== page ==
Yesterday someone got fed up with the situation that the RMagick gem is in and forked the project.
Neither is this the first time, nor do I know if this fork will help the project at large, but I think it’s time people got to know what’s going on with the project.
All of which I’m going to write might be obvious, old news or stuff people already knew in one way or another, but here it is anyway. Here’s some backstory that might answer the following question:
“What’s going on with RMagick?”
“Why is nothing happening with RMagick?”
RMagick isn’t going to go anywhere until a fork takes off, because the sole maintainer doesn’t seem to be likely to do anything.
Some talk with the maintainer
In early September I joined a company that used RMagick for one of their projects. As an Archlinux user, I quickly got to join the crowd who had a certain problem with the gem.
Nothing really happened with the issue and people were already making their own solutions to the problem, so after a while I got fed up with the situation and sent an email to the main/only maintainer, @mmaiza. For @mmaiza’s sake, I won’t post the actual email exchange between us, but I’ll give you the important gist of it. My first email basically consisted off:
“Hey, there’s a lot of things happening on the issue tracker for the project, could we figure something out to get things going again?”
We had some brief back-and-forth and then in early November we had a talk about the state of the project.
The guy inherited a large amount of code that someone else wrote and didn’t have the time to maintain it. He really admired the previous guy’s work and felt it was a shame if the project died. On the other hand, he didn’t want the project to move forward without assuring that a certain level of quality was maintained.
First of all he stressed that he had no intentions to move towards merging pull requests or fixing issues while the test suite had failing tests. Both at the time of the conversation and now, the test suite has a lot of failing tests.
I also got the feeling (from the mail exchange and from the call) that he wasn’t as interested in “distributed help” as he was in finding a successor for his position, a developer who could dedicate a lot of time to shape things up. Neither was I qualified for such a position at the time, I felt, nor did I have the time; I explicitly said that I was not asking for any Push access rights on the repository.
However, I did suggest that if he created a milestone on Github for fixing all of these tests, and in the milestone he wrote about his requirement for the tests to be green (and maybe update the README with some instructions on how to run them because that does take work), then maybe people would feel like helping out.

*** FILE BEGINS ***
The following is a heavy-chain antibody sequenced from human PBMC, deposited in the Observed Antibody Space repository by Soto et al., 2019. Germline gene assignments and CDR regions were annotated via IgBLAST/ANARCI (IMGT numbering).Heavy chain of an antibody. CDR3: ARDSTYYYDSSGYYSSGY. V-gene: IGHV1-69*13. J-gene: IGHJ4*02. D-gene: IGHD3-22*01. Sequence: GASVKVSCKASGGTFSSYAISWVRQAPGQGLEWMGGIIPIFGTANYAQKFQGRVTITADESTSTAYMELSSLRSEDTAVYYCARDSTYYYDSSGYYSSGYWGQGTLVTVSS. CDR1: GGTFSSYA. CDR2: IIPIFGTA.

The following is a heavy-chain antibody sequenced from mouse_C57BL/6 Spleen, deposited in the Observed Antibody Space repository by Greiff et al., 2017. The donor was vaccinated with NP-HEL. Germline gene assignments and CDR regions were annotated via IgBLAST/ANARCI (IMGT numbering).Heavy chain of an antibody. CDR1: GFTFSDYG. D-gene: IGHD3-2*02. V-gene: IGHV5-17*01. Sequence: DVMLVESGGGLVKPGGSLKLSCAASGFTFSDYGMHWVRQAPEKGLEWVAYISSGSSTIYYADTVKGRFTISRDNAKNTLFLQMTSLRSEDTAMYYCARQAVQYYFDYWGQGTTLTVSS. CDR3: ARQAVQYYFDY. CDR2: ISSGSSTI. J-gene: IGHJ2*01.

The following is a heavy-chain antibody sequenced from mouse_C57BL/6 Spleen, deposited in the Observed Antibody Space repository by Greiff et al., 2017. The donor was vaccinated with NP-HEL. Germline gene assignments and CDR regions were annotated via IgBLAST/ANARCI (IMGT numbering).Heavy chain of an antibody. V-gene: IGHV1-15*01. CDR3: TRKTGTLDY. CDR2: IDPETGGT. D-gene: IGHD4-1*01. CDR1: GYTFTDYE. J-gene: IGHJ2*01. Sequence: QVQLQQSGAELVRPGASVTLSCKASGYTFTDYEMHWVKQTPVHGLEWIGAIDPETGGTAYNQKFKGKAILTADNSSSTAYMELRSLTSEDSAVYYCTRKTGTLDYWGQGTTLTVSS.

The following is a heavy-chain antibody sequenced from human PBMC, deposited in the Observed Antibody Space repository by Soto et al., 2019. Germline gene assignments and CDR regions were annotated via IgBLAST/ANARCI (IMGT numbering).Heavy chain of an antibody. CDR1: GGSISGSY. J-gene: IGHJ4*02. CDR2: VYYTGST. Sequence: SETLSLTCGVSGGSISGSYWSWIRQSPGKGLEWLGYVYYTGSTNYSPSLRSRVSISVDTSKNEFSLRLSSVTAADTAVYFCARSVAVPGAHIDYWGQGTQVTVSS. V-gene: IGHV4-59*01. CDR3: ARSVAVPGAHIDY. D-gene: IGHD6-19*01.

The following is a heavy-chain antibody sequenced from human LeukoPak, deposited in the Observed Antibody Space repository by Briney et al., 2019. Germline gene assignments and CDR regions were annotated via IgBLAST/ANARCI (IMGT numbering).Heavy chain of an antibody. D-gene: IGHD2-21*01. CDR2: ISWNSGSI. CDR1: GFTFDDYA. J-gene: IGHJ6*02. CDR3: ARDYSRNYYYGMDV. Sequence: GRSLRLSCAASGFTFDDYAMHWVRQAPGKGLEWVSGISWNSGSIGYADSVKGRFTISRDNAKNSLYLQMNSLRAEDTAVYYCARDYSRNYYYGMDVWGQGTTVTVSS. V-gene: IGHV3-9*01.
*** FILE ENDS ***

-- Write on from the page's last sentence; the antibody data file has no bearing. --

I was met with “Sounds like a decent plan, we’ll see about getting it going.”
Two months went by and not much had happened.
The problem that originally brought me to the RMagick issue tracker was fixed and a license file was added, but a new gem version was not made, the fixes only live in the
master branch of the project.
Around New Year I sent him another message. I reminded him that there would be great benefit to following through with that idea for creating a bug squashing milestone and communicating the state of the project. That, and making it easier to run the tests so the project could be improved easier.
About a week after New Year I got a short mail that boiled down to “Yeah, we should get those tests green, I’ll get back to you.”
Unfortunately, almost seven months later, he hasn’t. I sent him a two more messages over that time, in one of them proposing that if he gave me Push access then I could take care of all the things for him, but I haven’t heard from him at all since early January.
I knew full well that I didn’t have the time to (or a whole lot of will) to fix all the failing tests and problems that this project has.
I also really hoped that @mmaiza would come back to lead the continued development of the gem.
Disregarding the fact that he considered it to be of importance that updated versions of the gem were provided on RubyForge (which has since then shut down), I knew that if I would start a fork, people would need not only to contribute to it, but the world would need to catch on to the fact that there’s a fork of the
rmagick gem they need to use to get the latest and greatest.
I don’t know if the fork that was just made by @bf4 will gain traction or if the project will improve from here.
RMagick seems to have its detractors, with one of my developer friends summing it up as “probably the most hated gem in the ecosystem”.
I don’t know if that’s the case, and some of the enmity is probably purely caused by people’s dislike of ImageMagick.
Regardless, there’s a lot of things that could be improved, and it’s probably no small task to do so.
Salutations and good luck to those who actually attempt to fix this thing.